We have talked about the utilities setting foot in outsourcing before. Today we’ll say something about improving public sector outsourcing. Colin Cram, a public sector consultant specialising in procurement and the former director of the North West Centre of Excellence, will tell us how things can go wrong and what public managers can do to get the most from the process.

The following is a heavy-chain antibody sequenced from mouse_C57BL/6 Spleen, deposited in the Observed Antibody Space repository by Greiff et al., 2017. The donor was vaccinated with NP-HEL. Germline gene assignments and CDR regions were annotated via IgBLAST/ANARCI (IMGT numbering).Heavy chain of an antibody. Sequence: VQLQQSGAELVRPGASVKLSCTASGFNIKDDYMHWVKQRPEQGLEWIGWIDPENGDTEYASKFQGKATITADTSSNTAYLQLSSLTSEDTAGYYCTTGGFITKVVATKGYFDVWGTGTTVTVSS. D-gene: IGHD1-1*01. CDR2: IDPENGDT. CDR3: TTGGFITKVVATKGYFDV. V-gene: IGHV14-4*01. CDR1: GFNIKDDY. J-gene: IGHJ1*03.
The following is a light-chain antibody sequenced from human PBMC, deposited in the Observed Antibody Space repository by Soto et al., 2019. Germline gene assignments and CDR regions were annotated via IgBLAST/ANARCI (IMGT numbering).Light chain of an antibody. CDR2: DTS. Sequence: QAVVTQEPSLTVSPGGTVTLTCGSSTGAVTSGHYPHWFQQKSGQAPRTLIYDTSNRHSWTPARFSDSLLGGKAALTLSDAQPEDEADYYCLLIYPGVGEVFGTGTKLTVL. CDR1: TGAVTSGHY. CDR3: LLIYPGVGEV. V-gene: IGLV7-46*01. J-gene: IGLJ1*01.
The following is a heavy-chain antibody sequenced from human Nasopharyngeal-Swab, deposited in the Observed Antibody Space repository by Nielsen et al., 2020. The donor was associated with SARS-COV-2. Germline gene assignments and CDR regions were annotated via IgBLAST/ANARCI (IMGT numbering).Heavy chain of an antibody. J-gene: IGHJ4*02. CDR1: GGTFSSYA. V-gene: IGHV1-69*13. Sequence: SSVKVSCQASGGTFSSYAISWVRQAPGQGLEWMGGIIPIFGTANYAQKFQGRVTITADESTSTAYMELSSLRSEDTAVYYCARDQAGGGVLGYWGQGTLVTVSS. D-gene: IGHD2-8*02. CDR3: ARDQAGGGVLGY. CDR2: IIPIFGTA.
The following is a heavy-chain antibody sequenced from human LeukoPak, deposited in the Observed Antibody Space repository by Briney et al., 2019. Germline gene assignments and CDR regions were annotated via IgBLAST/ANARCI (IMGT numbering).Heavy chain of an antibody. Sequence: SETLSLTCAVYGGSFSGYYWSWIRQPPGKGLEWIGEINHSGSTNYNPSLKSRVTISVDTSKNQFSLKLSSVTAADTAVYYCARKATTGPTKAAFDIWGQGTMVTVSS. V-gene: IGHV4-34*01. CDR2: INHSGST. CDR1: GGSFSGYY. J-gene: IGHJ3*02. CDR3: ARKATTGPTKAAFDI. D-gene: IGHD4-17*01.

First, what is outsourcing? A good definition of it is that “work done by an external provider that has been or would have traditionally been done in-house”. The objectives for outsourcing are well rehearsed: delivering savings, introducing external upfront investment, access to specialist expertise, improving services, reducing headcount, increased accountability, and outsourcing problems. For all these, then why do outsourcing contracts go wrong? It is mainly because of unrealistic customer expectations. Suppliers can be tempted to bid low in order to break into the public sector, however, this works only once and only when it leads to sufficient further business to continue justifying continuing with a contract that at best breaks even. Furthermore, when there is inadequate appraisal of the option and outsourcing is the wrong solution, public sector organiastions normally expect saving of 10% while suppliers wish to achieve a decent return expect a 10% profit margin.